By Bob Katzen
State Auditor Suzanne Bump urged the state to reimburse communities $727,169.37 to cover the costs of mandated early voting expenses in the 2020 presidential primary election. She also urged the Legislature to create a permanent process to fund this service automatically following each election.
“Early voting has already proven to be a valuable addition to our democratic processes,” wrote Bump in a letter to the Legislature. “Establishing a formal procedure to fund the expenses incurred by our municipalities will make it that much stronger.”
Bump determined in 2017 that parts of the law requiring early voting are unfunded mandates for which cities and towns have to pay. Among other things, this mandate requires that communities establish an early voting polling location that has sufficient staff. Cities and towns have been reimbursed over $2 million since 2016 and more than $32 million since 1984 to cover these mandated expenses but the Legislature has not yet funded costs of early voting in the 2020 presidential primary election.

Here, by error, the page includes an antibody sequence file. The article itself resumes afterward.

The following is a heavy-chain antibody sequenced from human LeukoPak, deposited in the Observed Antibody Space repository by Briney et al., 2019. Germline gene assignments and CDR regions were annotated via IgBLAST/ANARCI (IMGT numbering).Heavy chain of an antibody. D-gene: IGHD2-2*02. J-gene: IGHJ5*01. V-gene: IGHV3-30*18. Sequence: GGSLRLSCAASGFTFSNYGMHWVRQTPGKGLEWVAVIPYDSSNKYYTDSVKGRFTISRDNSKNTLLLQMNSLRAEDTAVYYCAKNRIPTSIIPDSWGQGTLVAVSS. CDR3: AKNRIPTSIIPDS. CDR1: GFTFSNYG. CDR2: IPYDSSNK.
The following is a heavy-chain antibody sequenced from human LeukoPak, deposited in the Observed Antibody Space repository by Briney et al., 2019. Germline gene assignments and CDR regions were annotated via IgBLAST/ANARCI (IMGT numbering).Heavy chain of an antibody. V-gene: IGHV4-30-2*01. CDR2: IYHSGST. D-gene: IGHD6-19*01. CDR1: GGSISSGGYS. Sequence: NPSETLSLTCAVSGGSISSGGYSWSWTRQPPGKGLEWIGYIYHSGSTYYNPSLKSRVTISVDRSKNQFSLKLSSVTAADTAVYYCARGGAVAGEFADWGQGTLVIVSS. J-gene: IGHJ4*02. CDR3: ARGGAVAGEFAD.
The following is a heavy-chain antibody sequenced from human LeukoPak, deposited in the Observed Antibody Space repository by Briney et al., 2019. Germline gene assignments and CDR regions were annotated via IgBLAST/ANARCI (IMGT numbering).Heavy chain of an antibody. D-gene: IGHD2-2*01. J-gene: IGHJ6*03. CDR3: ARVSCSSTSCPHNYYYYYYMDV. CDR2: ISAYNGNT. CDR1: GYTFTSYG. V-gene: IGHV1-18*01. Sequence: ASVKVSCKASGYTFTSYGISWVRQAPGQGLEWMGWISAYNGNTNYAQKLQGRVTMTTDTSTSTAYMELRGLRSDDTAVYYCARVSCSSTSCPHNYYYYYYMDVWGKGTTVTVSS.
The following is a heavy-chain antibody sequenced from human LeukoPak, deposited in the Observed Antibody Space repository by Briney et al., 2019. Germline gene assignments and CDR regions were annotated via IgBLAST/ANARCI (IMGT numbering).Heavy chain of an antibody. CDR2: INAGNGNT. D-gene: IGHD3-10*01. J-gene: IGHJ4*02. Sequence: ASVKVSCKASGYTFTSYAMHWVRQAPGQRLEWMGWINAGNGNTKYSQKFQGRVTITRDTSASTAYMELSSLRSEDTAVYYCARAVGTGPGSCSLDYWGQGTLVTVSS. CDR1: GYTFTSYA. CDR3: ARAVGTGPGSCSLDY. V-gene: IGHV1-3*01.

Since 1984, election-related mandate determinations and certifications from Bump’s office have resulted in more than $32 million in state allocations to cover mandated municipal costs.